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After Work: The Perfect Chicken Salad Sandwich

...An old joke goes about a man complaining about his meal, “The food was bad and there was not much of it.”

What I’d say about coffee shop chicken salad sandwiches has slightly different twist: There is too much of it. To my taste, sandwiches shouldn’t be overstuffed...

Dona Gibbs's mission is to find the perfect chicken salad sandwich.

To read more of Dona's mouth-watering columns please click on After Work in the menu on this page.

I’m in search of the perfect coffee shop chicken salad sandwich.

For me, the perfect chicken salad sandwich starts with the chicken. Both white and dark meat should be used. The dark meat has more chicken flavor and is moister. Definitely, finely diced celery is needed and a tiny bit of minced onion. A little daring teaspoon of chopped sweet pickle would be welcome. Salt and pepper and a dollop of mayonnaise to bind it are a must. Spread on lightly buttered toast and I’ll be a frequent customer.

Alas, the perfect sandwich only exists in the nostalgia of childhood. I remember loving Disney’s feature length cartoons but I equally relished the chicken salad sandwich at a local corner coffee shop. My mother and I would share one of the thick chocolate milkshakes made with real milk and real ice cream. No powered cartons dumped into a machine back then.

With the promise of a chicken salad sandwich and half a milkshake I’d even willingly make the rounds of Belk’s and Thalheimers – the two main department stores of our small Southern tobacco town. I might even be talked into trying on a “cute little dress.”

What’s wrong with coffee store chicken salad? Let’s start with the primary ingredient—the chicken. The perfect dice of white meat gives it away as mass-produced. The only additional ingredient is celery. While you expect mayonnaise to be bland, the glop that holds it all together is tasteless.

I have a suspicion that most of the salads come from a food supplier. They’re dropped off round back several times a week in large white buckets. Why else would almost every coffee shop have the same style chicken salad?

Maybe I’ll have to do some investigative reporting and break this story wide open.

An old joke goes about a man complaining about his meal, “The food was bad and there was not much of it.”

What I’d say about coffee shop chicken salad sandwiches has slightly different twist: There is too much of it. To my taste, sandwiches shouldn’t be overstuffed.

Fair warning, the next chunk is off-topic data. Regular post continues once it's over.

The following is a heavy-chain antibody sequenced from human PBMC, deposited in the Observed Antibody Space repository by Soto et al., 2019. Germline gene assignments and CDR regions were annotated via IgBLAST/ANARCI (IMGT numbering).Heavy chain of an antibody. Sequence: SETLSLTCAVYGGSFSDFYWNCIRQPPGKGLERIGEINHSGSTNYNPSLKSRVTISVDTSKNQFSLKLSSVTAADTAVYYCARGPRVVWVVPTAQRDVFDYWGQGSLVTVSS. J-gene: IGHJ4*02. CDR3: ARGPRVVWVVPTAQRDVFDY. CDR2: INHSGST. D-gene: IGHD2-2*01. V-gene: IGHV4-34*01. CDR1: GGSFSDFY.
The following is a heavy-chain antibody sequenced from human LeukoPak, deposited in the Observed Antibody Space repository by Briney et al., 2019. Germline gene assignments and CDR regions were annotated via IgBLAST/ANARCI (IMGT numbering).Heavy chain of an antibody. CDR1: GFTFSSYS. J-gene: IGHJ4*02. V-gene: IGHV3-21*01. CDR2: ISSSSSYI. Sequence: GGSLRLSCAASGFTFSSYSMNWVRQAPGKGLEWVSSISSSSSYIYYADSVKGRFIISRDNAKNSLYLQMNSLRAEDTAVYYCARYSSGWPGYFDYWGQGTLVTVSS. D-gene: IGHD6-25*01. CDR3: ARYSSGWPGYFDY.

It’s no secret that in the United States portions in restaurants have grown. And along with that phenomenon, so have waistlines. The North American Association for the Study of Obesity has commissioned all kind of studies showing that The Clean Plate Club of childhood years should be disbanded.

Studies show that people will eat more if the portions are larger, say 377 grams, than they would if served a smaller portion, 248 grams. Having little willpower myself, this finding comes as no surprise.

Chefs were interviewed in a 2007 study. Over three-quarters of them thought the portion size they dished up was “regular.” The researchers discovered the chefs were serving two to four times the size recommended by the U.S. government.

The chefs, naturally, thought that consumption was the customers’ responsibility. “The-I-didn’t-make-them-eat-it-all defense” is justified, I think.

Surfing the web I found a site with all kinds of information about the size and calorie content of items from popular casual dining and fast food chains. One listed a sandwich, not chicken salad, mind you, but something called a Manhattan Club. This behemoth weighed in at over a pound. A 5’7”, 144-pound woman would have to spend either 309 minutes walking, 127 minutes jogging, 93 minutes swimming or 170 minutes cycling to burn off the calories, the site said.

Whew! I’ll have the small salad, please, hold the dressing.

We’re a bountiful country. Generous, too, when it doesn’t cost us much. Figures show that the costs of getting the food on the customers’ plates exceed the expenditures for the food itself.

Since the 1970s, those breakfast favorites, bagels and muffins, have swelled as much as four times their size. Lunchtime standards of fries, sodas and hamburgers are two to five times as big as they used to be. That’s not to say that they were ever healthy.

Ever-Enthusiastic Husband and I have been on the receiving end of this misplaced generosity. Here in Florida’s casual dining restaurants the portions exceed the definition of generous. They’re more in the category of “Serves four to six people.”

The smiling waiter in the neighborhood Italian restaurant smiled more broadly when we asked if we could have small portions at the same price. We were both brought up to be members of The Clean Plate Club but we’ve changed to a “Less is more” policy.

“No,” he explained it was the owner’s policy. And, “ Most people expect big portions. They take home what they can’t eat.

Perhaps I’m in the minority but I don’t want a doggy bag. We have no dog and I have no interest in leftovers --not even if they’re packaged in an aluminum foil swan. For me, one of the delights of eating out is not having to deal with leftovers. Dabs of this and that in plastic lurking in the refrigerator admonish me for poor planning.

So where does this too-muchness fit in with the quest for the perfect chicken salad sandwich?

Well, it seems that there’s a standard portion for this too: six ounces. For me that’s about three ounces too much.



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